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History in the making
The Lindores Abbey story has been told a million times but by means of introduction I’ll run through it again here. Royal exchequer rolls of 1494 record duty paid on eight bolls of malt that were used to produce Aqua Vitae by one Friar John Cor of Lindores Abbey. It is the earliest known record of distillation in Scotland and therefore, marks Lindores out as an important landmark in the story of Scotch whisky.
For more than 100 years, the preservation of the ruined abbey has fallen to Drew McKenzie-Smith and his family. Several years ago he learned of the abbey’s significance after visiting a website called Connoisseur Scotland. Further inspiration came when he was shown a copy of the late Michael Jackson’s book Scotland and Its Whiskies. In it, Jackson wrote of Lindores “For the whisky lover it is a pilgrimage”. After 15 years of careful planning, construction work began on a new distillery that would not only capitalise on this whisky connection but also provide the means with which to preserve the abbey for future generations.
I visited Lindores Abbey in November of 2017. The distillery was finished by then and ready to begin production but things were on hold whilst they waited for a distilling license to arrive. Within a couple of weeks of my visit, the new Lindores spirit was running from the stills. I thought then that the distillery was beautifully done but appearances are all well and good. Where whisky is concerned it is flavour that really matters. I remember thinking how distant the first Lindores malt seemed. How time flies.
The design of the new distillery was guided by the late Dr Jim Swan. Under his guidance a production regime was established that included perhaps the longest fermentation time in the whole Scotch whisky industry. A whopping 117 hours! Such a long period in wooden washbacks is intended to create a lot of fruity esters in the wash. Distillation, too, carries Dr Swan’s trademark. There are three stills: one large wash still and two smaller spirit stills. This method greatly increases copper contact in the spirit run with the end result being a clean, delicate flavour in the spirit.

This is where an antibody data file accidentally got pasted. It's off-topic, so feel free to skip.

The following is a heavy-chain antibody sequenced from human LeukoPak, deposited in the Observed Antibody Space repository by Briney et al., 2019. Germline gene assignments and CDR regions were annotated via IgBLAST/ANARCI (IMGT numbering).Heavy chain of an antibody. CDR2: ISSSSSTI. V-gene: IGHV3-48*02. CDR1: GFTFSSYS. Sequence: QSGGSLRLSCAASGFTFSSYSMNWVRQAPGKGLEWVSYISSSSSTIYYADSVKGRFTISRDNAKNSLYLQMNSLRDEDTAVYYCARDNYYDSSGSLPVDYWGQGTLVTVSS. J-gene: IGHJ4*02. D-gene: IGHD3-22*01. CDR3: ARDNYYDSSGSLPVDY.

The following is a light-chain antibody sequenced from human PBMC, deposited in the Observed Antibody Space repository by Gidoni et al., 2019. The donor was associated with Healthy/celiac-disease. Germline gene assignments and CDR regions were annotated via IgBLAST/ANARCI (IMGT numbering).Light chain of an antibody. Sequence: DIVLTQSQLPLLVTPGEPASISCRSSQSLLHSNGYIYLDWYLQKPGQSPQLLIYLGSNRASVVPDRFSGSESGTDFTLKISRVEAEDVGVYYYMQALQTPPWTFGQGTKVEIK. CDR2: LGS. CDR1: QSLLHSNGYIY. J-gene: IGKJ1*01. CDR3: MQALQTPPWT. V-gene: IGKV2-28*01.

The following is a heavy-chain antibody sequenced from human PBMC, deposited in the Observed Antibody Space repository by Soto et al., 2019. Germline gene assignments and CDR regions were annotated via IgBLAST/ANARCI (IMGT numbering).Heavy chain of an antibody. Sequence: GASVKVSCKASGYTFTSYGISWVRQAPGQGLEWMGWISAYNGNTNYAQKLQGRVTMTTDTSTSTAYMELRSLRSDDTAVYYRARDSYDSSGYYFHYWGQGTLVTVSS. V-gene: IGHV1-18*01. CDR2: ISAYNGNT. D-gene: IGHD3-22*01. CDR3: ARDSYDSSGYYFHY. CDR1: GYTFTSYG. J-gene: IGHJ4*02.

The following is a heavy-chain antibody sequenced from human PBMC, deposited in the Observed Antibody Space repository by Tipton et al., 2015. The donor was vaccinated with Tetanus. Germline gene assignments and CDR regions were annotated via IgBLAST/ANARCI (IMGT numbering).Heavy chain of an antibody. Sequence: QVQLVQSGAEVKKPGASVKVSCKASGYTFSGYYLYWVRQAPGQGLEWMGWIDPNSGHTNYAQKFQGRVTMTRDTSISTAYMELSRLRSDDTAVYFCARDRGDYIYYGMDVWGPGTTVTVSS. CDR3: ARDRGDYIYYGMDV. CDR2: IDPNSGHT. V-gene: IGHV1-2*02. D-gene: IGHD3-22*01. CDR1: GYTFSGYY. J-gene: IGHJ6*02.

To date, Lindores have released bottles of new make spirit and their very own Aqua Vitae bottling but 2021 has brought the first opportunity to sample their mature whisky.
The Lindores Lowland Single Malt MCDXCIV was matured in a combination of ex-bourbon, ex-sherry and ex-burgundy casks that have undergone Dr Swan’s STR (Shaved, Toasted and Re-charred) process. It is bottled at 46% without added colouring or chill-filtration.
Smell: Really fruity. Orange. Peach. Nectarines. Ripe apples. Lemon. There’s also a pleasant malty note. Plenty of honey and a gentle touch of ginger. Total lack of spirit heat – impressive for a three and a half year old.
Taste: Still fruity. Orange especially. That peach note again, too. The malty note has become biscuity. Reminds me of Hobnobs. Hobnobs dipped in honey! After a while in the glass some sherry notes came through. Currants and sultanas especially. Wee touch of peppery heat at the back of the tongue. Nice oiliness to the mouth feel.
Thoughts: The nose is more mature than you would perhaps expect although the spirit’s youth is more apparent on the palate. By no means is it too young, however. Lowland malts used to be accused of lacking flavour but this is vibrant and exciting whisky from an intriguing new distillery. Lindores Abbey could so easily have gone through the motions to churn out any old whisky and cash in on the history of the location but they haven’t. They’ve produced a whisky of quality and they’ve given it a character and an identity that will stand it in good stead in years to come. There’s perhaps a wee touch of youth that holds it back slightly but given another year or two, this could be magnificent stuff. Altogether, an impressive debut that was priced commendably.
For more on Lindores Abbey visit here